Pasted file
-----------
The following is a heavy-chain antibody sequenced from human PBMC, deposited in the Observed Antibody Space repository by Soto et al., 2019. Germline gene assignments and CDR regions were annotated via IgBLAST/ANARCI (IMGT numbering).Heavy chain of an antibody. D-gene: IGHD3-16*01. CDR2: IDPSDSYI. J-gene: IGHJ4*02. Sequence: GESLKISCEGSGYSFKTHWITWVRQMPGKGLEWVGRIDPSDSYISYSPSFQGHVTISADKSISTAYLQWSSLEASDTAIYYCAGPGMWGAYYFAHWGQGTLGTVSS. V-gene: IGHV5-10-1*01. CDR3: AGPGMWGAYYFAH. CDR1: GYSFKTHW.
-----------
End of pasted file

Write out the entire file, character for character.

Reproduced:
The following is a heavy-chain antibody sequenced from human PBMC, deposited in the Observed Antibody Space repository by Soto et al., 2019. Germline gene assignments and CDR regions were annotated via IgBLAST/ANARCI (IMGT numbering).Heavy chain of an antibody. D-gene: IGHD3-16*01. CDR2: IDPSDSYI. J-gene: IGHJ4*02. Sequence: GESLKISCEGSGYSFKTHWITWVRQMPGKGLEWVGRIDPSDSYISYSPSFQGHVTISADKSISTAYLQWSSLEASDTAIYYCAGPGMWGAYYFAHWGQGTLGTVSS. V-gene: IGHV5-10-1*01. CDR3: AGPGMWGAYYFAH. CDR1: GYSFKTHW.